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Is Romance In the Office a Bad Thing

Is Romance in the office a bad thing?

As colleagues spend long hours working side-by-side, workplace relationships have become commonplace for many. Organisations have varying responses and procedures regarding workplace romance and the question remains: is the office off-limits for finding romance?

According to a recent survey of 200 HR directors in the UK, 96.5% either always or sometimes allow office relationships in the workplace, with only 3.5% banning it from taking place. This sentiment is matched by employees, who on the whole, believe that romances should be allowed (73%) in the workplace, according to a separate survey of 1,000 employees.

Although HR directors show tolerance with regard to office romances, there are still major concerns on its impact on the workplace. In fact, 42% of HR directors cite workplace disruption and other employees’ discomfort (34%) as the two major objections.

The effects of break-ups

In addition to this, a quarter (25%) of HR directors were worried about the possibility of the couple breaking up and its effect on the rest of the office. Break-ups can be tough but even more so with the added pressure of being in the workplace. It can be detrimental to the well-being of the workforce, and as such, it’s a situation that has to be handled delicately and discreetly. Interestingly, employees of different age groups have opposing views on office romances, with those aged between 35-44 being the most inclined to have an ‘off air’ and more than four in 10 (44%) admitting to having had a relationship in the office. In comparison, only 22% of young adults (18-24) have had a ‘water cooler’ romance.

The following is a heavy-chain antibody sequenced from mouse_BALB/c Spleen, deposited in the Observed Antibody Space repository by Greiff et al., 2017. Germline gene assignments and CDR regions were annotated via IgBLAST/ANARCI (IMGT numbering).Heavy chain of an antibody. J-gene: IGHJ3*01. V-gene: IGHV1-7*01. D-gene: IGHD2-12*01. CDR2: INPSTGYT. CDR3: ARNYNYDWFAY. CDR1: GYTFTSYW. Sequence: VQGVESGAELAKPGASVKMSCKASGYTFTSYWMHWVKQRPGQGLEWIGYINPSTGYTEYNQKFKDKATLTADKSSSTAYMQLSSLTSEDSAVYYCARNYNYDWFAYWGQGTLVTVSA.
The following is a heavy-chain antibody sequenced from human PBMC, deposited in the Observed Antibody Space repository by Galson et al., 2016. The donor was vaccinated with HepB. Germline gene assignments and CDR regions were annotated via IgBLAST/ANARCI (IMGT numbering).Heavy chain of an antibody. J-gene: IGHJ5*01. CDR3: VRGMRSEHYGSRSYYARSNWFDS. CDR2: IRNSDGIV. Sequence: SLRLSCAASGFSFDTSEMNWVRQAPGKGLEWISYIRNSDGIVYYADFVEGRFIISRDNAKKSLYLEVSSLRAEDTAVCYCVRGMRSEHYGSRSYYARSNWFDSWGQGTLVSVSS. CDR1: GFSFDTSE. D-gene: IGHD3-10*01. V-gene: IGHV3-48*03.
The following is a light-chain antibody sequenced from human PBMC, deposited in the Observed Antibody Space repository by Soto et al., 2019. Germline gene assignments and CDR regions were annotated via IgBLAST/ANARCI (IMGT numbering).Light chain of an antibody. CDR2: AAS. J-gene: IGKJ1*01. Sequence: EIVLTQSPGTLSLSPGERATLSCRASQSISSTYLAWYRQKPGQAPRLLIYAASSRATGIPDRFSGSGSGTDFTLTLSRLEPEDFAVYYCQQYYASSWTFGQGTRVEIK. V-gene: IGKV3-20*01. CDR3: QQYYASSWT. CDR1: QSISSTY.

How can you prepare?
From an organizational point of view, office romances are a tricky subject to navigate, and as such, HR departments need to be prepared for any situation that may occur.

There are two key tasks the HR department can undertake to maintain best practice:

  1. HR departments must stay informed about potential legal ramifications of relationships – such as accusations of favoritism and the legal implications of bringing personal disputes into the office.
  2. It’s important to maintain open lines of communication with line managers and employees. HR should stay informed of relationships, and if a break-up arises, they must be able to address any issues quickly and quietly to reduce fallout.

Jane Middleton is the founding partner of The Middleton Partnership – an independent Human Resources consultancy focussed on providing best practice support and advice to smaller businesses.
Jane set up The Middleton Partnership in January 2011 having spent 17 years working in senior HR business partner roles for Citi, Cazenove, J.P. Morgan, and IHG hotels.
To contact Jane Middleton, please email her at jane@themiddletonpartnership.com, talk to her at 07900 250782, or find out more information about what The Middleton Partnership can do for your business at www.themiddletonpartnership.com

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